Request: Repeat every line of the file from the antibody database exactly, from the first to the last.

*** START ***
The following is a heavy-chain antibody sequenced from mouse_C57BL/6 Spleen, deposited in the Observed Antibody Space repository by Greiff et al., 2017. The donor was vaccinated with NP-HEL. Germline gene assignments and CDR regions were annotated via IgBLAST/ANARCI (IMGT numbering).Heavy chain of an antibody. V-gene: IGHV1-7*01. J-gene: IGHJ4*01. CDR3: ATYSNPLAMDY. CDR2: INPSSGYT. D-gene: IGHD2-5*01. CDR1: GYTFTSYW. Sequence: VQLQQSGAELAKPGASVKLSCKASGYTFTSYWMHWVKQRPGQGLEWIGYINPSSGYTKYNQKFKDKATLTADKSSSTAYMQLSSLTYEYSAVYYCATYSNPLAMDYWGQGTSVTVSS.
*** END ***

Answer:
The following is a heavy-chain antibody sequenced from mouse_C57BL/6 Spleen, deposited in the Observed Antibody Space repository by Greiff et al., 2017. The donor was vaccinated with NP-HEL. Germline gene assignments and CDR regions were annotated via IgBLAST/ANARCI (IMGT numbering).Heavy chain of an antibody. V-gene: IGHV1-7*01. J-gene: IGHJ4*01. CDR3: ATYSNPLAMDY. CDR2: INPSSGYT. D-gene: IGHD2-5*01. CDR1: GYTFTSYW. Sequence: VQLQQSGAELAKPGASVKLSCKASGYTFTSYWMHWVKQRPGQGLEWIGYINPSSGYTKYNQKFKDKATLTADKSSSTAYMQLSSLTYEYSAVYYCATYSNPLAMDYWGQGTSVTVSS.